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Serbian President Vučić slams Twitter over 'state-affiliated media' labels

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By Euronews with AP
Serbia's President Aleksandar Vucic addresses the media during a news conference in Skopje, North Macedonia.
Serbia's President Aleksandar Vucic addresses the media during a news conference in Skopje, North Macedonia.   -   Copyright  AP Photo/Boris Grdanoski, file
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Serbian President Aleksandar Vučić has hit out at Twitter after several media outlets under his control were labeled "state-affiliated".

Vučić said the move to label Serbian media organisations was nothing but "censorship" and challenged Twitter to shut down his own account on the platform.

"I can’t wait for them to close my account so I become another Trump in the world," Vučić said.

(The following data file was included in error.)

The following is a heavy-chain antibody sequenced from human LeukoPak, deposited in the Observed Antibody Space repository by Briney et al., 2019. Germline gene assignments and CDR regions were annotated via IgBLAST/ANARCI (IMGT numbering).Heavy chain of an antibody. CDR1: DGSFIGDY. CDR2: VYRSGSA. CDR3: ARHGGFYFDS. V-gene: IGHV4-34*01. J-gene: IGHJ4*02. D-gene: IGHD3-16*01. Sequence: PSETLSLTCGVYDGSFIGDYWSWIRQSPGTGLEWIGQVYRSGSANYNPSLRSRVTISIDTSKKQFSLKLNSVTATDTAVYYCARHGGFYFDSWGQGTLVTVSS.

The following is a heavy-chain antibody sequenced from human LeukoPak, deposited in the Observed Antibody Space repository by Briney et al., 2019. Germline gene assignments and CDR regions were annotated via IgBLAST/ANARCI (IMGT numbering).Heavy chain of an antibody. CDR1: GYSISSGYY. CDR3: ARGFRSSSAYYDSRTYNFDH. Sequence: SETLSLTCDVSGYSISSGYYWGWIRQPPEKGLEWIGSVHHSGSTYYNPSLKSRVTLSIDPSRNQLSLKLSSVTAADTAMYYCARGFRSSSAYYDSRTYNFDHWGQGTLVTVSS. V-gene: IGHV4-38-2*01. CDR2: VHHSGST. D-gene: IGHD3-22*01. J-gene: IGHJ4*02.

"Who should they cooperate with, tycoons, thieves, and criminals?," he asked on Tuesday. "It is most normal that they cooperate with the government."

In January, Twitter deleted the account of former US President Donald Trump for inciting violence related to the deadly insurrection of the Capitol building.

The social network has also moved to label state-affiliated media, which it defines as "outlets where the state exercises control over editorial content through financial resources, direct or indirect political pressures, and/or control over production and distribution."

Twitter says they have placed labels on such accounts in the US, China, France, Russia, Germany, Italy, Japan, Saudi Arabia, Spain, Turkey, and the United Arab Emirates.

More than ten well-known newspapers and TV stations in Serbia are now labeled on Twitter as "state-affiliated".

Twitter will not recommend or amplify state-affiliated media accounts or their Tweets to users, the company added.

Serbian State Television called Twitter's decision "political" and said it would stop posting material on the network in protest. Meanwhile, the tabloid Informer labeled Twitter "a war propaganda machine".

Serbia’s pro-government outlets, including the state TV, regularly criticise the remaining independent media in the country, claiming they are controlled by corrupt opposition figures or Western embassies.

Vučić, who has controlled much of Serbia's media landscape since he came to power 10 years ago, said those outlets affected were "spreading the freedom-loving ideas".